On Tuesday morning, I attended the minisymposium on the Functional Organization of Plasma Membranes, organized by Matthew Rasband (Baylor College of Medicine, Houston) and the absent-due-to-illness Benedicte Dargent (Universitee de la Mediterranee).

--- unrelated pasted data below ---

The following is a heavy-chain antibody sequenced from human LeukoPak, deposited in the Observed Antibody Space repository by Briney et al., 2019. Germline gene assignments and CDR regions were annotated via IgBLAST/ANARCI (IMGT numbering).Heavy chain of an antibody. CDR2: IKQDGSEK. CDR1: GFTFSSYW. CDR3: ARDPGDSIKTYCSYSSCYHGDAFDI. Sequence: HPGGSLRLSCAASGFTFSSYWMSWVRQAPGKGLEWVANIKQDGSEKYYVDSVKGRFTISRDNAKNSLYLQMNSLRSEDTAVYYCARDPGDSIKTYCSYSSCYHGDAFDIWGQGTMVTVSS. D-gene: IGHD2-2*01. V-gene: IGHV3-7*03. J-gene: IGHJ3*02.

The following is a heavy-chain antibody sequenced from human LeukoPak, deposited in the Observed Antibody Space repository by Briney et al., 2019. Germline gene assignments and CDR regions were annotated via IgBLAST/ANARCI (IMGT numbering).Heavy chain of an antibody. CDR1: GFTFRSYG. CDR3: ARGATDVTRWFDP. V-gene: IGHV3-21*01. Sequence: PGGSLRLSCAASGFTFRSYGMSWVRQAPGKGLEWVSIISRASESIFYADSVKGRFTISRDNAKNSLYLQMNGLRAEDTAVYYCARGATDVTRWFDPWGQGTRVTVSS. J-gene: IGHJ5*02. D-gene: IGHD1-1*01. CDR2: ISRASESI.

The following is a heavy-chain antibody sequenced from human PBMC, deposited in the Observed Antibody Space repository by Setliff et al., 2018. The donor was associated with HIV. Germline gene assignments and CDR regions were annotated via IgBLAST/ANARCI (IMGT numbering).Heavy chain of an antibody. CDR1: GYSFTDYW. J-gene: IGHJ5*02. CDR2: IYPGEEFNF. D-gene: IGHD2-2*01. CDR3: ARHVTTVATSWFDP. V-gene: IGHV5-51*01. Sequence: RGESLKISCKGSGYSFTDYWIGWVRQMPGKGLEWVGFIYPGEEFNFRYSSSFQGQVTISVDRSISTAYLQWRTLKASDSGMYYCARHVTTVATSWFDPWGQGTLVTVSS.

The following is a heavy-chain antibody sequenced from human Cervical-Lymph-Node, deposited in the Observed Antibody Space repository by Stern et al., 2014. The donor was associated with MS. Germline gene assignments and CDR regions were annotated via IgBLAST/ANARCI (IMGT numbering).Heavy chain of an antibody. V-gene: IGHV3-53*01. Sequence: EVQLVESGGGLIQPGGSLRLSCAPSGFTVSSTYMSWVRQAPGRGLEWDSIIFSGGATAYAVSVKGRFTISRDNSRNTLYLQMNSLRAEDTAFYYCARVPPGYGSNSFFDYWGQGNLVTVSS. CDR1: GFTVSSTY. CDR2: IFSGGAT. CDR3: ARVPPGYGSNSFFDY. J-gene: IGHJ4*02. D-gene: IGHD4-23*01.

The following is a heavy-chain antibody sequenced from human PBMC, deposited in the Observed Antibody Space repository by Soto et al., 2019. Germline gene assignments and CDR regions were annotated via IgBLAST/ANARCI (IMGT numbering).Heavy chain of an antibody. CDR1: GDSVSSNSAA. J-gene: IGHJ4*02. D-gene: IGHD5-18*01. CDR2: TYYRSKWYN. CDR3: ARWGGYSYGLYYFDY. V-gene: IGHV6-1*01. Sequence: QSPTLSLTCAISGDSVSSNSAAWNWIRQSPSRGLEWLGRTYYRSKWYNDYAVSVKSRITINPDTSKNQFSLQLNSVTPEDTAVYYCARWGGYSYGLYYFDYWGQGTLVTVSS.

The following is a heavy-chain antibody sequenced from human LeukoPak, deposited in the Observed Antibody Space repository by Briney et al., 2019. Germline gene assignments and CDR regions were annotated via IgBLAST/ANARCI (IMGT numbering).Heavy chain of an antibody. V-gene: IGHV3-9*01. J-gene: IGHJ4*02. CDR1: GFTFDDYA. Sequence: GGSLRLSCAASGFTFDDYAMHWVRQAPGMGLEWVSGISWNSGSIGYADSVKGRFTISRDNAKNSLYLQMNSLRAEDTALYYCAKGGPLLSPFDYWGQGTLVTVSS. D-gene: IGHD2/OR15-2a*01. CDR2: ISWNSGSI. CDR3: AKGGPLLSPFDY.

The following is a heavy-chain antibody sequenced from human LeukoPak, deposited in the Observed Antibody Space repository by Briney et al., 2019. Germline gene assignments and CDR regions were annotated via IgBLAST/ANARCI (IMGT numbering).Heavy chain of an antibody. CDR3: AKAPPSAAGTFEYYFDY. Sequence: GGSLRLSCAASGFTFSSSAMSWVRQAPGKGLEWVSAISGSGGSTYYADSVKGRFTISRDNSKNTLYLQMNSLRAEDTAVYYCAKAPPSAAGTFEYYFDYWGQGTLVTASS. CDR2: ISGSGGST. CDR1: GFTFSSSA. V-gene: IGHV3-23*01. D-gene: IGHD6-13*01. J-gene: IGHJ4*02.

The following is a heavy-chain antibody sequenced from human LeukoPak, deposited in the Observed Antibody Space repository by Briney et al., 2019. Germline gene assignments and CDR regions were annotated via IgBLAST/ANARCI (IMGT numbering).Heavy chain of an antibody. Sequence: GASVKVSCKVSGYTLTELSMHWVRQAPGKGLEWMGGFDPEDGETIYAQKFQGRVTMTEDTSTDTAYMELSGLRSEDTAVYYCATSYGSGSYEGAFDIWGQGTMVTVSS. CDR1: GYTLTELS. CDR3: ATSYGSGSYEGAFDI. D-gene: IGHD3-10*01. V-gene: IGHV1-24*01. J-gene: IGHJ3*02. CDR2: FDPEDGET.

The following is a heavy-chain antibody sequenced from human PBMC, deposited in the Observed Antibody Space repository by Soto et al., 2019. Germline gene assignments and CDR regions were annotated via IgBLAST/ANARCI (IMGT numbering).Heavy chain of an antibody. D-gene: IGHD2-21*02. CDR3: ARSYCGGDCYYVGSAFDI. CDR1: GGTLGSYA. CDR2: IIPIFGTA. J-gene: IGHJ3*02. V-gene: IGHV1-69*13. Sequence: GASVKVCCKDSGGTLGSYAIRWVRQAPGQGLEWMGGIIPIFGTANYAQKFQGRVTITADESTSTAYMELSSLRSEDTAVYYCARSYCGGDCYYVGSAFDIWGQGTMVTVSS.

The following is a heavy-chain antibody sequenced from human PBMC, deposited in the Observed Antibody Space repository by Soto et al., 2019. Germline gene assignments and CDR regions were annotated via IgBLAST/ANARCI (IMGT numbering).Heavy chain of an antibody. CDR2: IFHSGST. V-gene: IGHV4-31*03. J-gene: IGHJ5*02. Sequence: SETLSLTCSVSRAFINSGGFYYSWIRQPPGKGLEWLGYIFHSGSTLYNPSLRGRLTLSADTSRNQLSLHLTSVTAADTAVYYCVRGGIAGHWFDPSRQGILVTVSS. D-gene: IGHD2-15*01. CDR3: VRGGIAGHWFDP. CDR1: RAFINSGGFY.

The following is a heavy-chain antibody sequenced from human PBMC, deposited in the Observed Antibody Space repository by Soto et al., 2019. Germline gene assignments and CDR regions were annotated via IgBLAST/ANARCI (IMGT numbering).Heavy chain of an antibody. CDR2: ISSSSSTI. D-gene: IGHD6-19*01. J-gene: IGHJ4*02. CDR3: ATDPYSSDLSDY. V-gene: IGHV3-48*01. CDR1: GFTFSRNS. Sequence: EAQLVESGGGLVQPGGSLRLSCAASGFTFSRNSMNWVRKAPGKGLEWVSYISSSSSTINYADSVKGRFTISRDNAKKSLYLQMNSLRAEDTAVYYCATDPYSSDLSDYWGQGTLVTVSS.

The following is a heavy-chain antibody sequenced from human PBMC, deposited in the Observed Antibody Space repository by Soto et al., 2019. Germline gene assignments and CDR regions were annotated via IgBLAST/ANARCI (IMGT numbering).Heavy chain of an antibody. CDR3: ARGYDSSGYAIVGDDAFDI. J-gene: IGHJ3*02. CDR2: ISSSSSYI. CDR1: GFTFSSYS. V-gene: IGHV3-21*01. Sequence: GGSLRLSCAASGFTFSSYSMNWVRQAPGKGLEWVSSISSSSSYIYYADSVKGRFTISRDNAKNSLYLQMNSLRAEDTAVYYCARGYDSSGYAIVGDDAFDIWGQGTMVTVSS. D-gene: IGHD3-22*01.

Meanwhile, Bettina Winckler, from the University of Virginia, is interested in how a cell adhesion molecule called Neurofascin is specifically localized to the AIS, and nowhere else along the axon. Voltage-gated sodium channels are specifically targeted to the AIS through a combination of retention by binding to ankyrin, and endocytic removal from other membrane domains (see Fache et al, 2004). Winckler showed that a similar mechanism is used to accumulate Neurofascin at the AIS, although with a twist: Neurofascin doesn't bind directly to the clathrin endocytic machinery, but NGF signaling promotes its association with a protein that links the cell adhesion molecule to clathrin cargo adaptors. NGF therefore enhances Neurofascin's endocytosis from sites along the axon and dendrites, promoting its unique accumulation at the AIS, where it stably binds ankyrin and isn't internalized.